Shoulder osteophytes, also known as bone spurs, are additional bone-like growth formed on the bone itself. Unlike common assumptions, a bone spur is usually smooth in nature. However it can cause pain because of the bone impinging or pressing down upon softer tissues such as tendons and ligaments.

Shoulder osteophytes normally occur when the body tries to exert its own healing process by creating new bone. This usually happens when the shoulder has been subjected to wear and tear for a prolonged period of time. The shoulder is one of the joints in the body that can move in a number of ways. The tendons, ligaments and muscles that make up the joint tend to rub against each other and when this happens for a long time there is a likelihood that bone spurs may form. Tendons attach the rotator cuff muscles to the upper arm, moving through a narrow area and hence rubbing against the bones. What happen as a result are inflammation, irritation, weakness, stiffness and pain. In severe cases this might even lead to a tear in the rotator cuff tendon.

Bone spurs have no visible symptoms and hence in many cases people are unaware of having this bone disease. It is only when the pain becomes unbearable that shoulder osteophyte makes itself known. X-rays can identify such bone spurs, but given the lack of external symptoms, it is unusual for the patient to go in for an x-ray early on.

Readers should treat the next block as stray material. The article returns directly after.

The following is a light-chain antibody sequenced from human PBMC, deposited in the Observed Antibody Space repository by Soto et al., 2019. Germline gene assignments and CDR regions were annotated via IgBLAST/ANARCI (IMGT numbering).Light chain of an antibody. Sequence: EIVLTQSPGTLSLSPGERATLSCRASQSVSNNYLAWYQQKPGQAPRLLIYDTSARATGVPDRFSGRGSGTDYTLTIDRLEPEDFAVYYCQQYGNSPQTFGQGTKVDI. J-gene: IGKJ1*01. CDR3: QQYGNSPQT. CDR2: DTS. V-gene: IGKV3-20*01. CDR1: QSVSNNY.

Usually, shoulder osteophytes do not need to be treated unless they cause pain or lead to damage in the shoulder joint itself. If the need arises, treatment has to be steered towards the bone spur, cause or symptom, as the case may be. To treat the bone spur directly, one commonly suggested method is exercise prescription and posture advice. This is covered in great detail in my book, Exercise your Shoulder Pain Free.

In case of shoulder pain, it is a good idea to visit a physical therapist who can perform deep tissue massage or ultrasound. In case the bone spur continues to exhibit the symptoms, then the patient might even be told to take corticosteroid injections. These injections are given deep in the shoulder and are designed to reduce the inflammation and pain of those soft tissues that lie near the bone. Shoulder osteophytes can also be removed surgically. In other cases, when surgery needs to be performed to repair or replace the joint, bone spurs can be treated as a part of that process. One example of such surgical procedure is the removal of small spurs that lie underneath the shoulder’s point, known as the acromion. If you have had or are considering shoulder surgery for removal of a bone spur, buy my book Exercise your Shoulder after Surgery.